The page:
Tell us more about your Gemini collection. What are some of its distinct style elements?
Payal Khandwala: “I am a Gemini, and the term also seemed apt for my concept of reversible sarees. I think its duality lends itself perfectly to my own personality and this twin zodiac. Its unpredictable, versatile and expressive, and allows the wearer freedom and flexibility. The sarees have two contrasting pallus, extended in length for maximum impact. The body of the saree remains the same, whilst it works seamlessly with either end. There are no seams, so this transition has been calculated within the framework of the design, a bit like plotting a six meter long canvas that effortlessly converts into its twin when turned around and draped.”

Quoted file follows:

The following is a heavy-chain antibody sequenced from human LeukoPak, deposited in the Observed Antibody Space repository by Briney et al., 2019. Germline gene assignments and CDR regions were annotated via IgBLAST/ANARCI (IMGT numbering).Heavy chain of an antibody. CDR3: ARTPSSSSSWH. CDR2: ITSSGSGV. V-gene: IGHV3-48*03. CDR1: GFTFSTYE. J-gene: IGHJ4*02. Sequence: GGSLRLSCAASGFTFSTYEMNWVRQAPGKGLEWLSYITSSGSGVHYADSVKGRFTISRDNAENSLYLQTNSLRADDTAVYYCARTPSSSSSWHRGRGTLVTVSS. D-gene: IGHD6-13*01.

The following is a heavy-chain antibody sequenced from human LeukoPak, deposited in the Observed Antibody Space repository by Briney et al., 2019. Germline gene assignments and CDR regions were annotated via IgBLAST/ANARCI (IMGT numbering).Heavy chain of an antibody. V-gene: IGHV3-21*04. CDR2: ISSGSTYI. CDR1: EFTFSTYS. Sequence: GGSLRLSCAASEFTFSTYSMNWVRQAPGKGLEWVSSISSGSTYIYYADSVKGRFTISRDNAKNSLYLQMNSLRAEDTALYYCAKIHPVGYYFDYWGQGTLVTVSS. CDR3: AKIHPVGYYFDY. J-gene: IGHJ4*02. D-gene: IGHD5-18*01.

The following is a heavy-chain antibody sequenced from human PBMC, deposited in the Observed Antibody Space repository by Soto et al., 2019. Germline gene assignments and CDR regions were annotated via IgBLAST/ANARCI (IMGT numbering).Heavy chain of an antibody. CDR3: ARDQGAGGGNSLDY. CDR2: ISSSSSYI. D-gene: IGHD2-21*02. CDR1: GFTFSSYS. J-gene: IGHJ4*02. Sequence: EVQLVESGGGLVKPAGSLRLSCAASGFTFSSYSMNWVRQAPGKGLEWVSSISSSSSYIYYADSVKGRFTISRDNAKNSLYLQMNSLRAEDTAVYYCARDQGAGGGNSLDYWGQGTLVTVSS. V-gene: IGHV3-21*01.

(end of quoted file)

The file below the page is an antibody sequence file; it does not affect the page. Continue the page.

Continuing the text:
“The proportions and distribution of the lines and the colour were considered deliberately and planned meticulously keeping in mind that when dressed, a large portion of the saree, and not just the pallu or borders, would change its appearance. They are imagined to be modular, so we can reuse and repeat the same saree twice without it looking the same.”
What are the fabrics you have used for the new collection?
Payal Khandwala: “For Gemini, we have used handwoven fabrics in silk and cotton, in plain and twill weaves. We paired them with pleated satin blouses, top, waistcoats and tunics, in addition to halters and tanks in neoprene.”